• Historic Shot of Canal Boat on the Canal

    Chesapeake & Ohio Canal

    National Historical Park DC,MD,WV

There are park alerts in effect.
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  • Water Pump Handles Temporarily Removed

    Evitts Creek Hiker-Biker Campground water pump handle has been removed due to bad water samples. Handles will be reinstalled when good water samples are received.

  • Parking Lot Closure

    CSX is now beginning a phase of their bridge project that requires the closure of the Lock 74 parking lot for approximatly 18 months. Access to visitor parking near Lock 75 is now re-opened with a gravel parking lot at the site.

  • Boat Tours at Great Falls

    Due to low water levels in the Great Falls area, call the Great Falls Tavern Visitor Center (301-767-3714) in advance of your trip to confirm the mule-drawn boat tour schedule.


Deer with Chronic Wasting Disease

Chronic Wasting Disease in Deer

In January of 2010, the state of Virginia announced its first confirmed case of Chronic Wasting Disease (CWD) in a white-tailed deer. CWD is a contagious and fatal neurological (brain and nervous system) disease that can infect deer, elk, and moose. Although most cases of CWD occur in the western United States, in 2005 it was discovered in Slainsville, WV. Since this discovery there have been multiple confirmed cases in Hampshire County, WV, but trends were not indicating spread beyond the county line. The announcement of the case in Virginia (Frederick County) has alerted wildlife managers that the disease is on the move, and of the need to expand efforts to monitor for the disease.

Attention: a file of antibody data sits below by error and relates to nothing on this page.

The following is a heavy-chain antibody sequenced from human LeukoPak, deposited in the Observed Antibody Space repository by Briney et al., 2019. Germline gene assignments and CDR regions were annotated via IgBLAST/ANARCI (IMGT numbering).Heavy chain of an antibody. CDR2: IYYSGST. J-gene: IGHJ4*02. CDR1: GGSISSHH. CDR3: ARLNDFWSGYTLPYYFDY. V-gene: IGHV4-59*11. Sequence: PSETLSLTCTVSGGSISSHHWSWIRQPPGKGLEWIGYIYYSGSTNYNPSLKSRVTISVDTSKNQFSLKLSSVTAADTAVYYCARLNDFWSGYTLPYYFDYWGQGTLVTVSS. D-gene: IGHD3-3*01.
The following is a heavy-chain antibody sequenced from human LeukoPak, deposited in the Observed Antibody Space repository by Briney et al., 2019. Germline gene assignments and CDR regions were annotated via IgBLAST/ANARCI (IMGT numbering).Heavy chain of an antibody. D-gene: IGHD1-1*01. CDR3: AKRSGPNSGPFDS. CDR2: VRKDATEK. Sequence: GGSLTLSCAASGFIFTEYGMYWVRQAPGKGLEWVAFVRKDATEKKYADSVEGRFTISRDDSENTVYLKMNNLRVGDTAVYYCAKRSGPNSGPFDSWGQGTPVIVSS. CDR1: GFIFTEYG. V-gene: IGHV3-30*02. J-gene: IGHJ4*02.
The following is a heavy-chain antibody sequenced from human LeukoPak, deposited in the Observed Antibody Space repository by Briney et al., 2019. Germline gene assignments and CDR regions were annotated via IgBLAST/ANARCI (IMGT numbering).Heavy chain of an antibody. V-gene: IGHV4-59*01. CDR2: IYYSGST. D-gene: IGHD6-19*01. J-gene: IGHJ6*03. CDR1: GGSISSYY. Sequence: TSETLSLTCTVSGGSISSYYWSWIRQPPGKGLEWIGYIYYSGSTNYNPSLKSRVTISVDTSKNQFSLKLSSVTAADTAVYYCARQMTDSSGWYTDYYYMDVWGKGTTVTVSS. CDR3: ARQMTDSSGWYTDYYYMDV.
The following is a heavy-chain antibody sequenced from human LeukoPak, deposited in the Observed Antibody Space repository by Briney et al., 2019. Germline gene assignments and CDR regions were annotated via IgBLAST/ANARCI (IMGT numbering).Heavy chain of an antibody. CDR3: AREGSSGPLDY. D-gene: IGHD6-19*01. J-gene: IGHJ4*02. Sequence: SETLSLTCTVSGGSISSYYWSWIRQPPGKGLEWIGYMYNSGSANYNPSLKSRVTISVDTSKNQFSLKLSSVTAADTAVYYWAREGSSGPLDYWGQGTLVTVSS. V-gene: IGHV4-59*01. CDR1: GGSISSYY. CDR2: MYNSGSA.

Per National Park Service policy, the park has begun surveillance for CWD. To date, deer showing clinical signs of the disease have not been reported to the park.

Visitors can help monitor for the disease by reporting animals that appear to be demonstrating clinical signs to NPS staff. Signs include:

Excessive drinking and urination
Excessive salivation
Blank facial expression
Repetitive walking in set patterns

Although there is no evidence that CWD poses a risk for humans, public health officials recommend that people do not approach or consume animals that may be infected. If you come across an animal that is displaying these signs contact Park Dispatch at 1-866-677-6677. For more information visit www.cwd-info.org/index.php

Did You Know?

Photo Maryland Gold Mine.

There are several gold mines in the Great Falls area. The largest of these is the Maryland Mine located at the intersection of Falls Road and MacArthur Boulevard near Potomac, Maryland. Gold was first discovered here by a Union soldier from Pennsylvania during the Civil War.